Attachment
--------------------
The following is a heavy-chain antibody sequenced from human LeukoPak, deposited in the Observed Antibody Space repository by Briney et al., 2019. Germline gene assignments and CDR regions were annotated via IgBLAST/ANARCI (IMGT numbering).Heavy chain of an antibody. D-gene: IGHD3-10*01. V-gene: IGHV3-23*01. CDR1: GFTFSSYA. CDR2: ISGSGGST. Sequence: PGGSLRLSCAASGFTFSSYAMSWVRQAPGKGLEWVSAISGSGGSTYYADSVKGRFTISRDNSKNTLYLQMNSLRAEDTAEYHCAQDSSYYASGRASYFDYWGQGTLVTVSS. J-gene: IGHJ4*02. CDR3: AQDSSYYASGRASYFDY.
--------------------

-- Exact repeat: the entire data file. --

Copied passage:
The following is a heavy-chain antibody sequenced from human LeukoPak, deposited in the Observed Antibody Space repository by Briney et al., 2019. Germline gene assignments and CDR regions were annotated via IgBLAST/ANARCI (IMGT numbering).Heavy chain of an antibody. D-gene: IGHD3-10*01. V-gene: IGHV3-23*01. CDR1: GFTFSSYA. CDR2: ISGSGGST. Sequence: PGGSLRLSCAASGFTFSSYAMSWVRQAPGKGLEWVSAISGSGGSTYYADSVKGRFTISRDNSKNTLYLQMNSLRAEDTAEYHCAQDSSYYASGRASYFDYWGQGTLVTVSS. J-gene: IGHJ4*02. CDR3: AQDSSYYASGRASYFDY.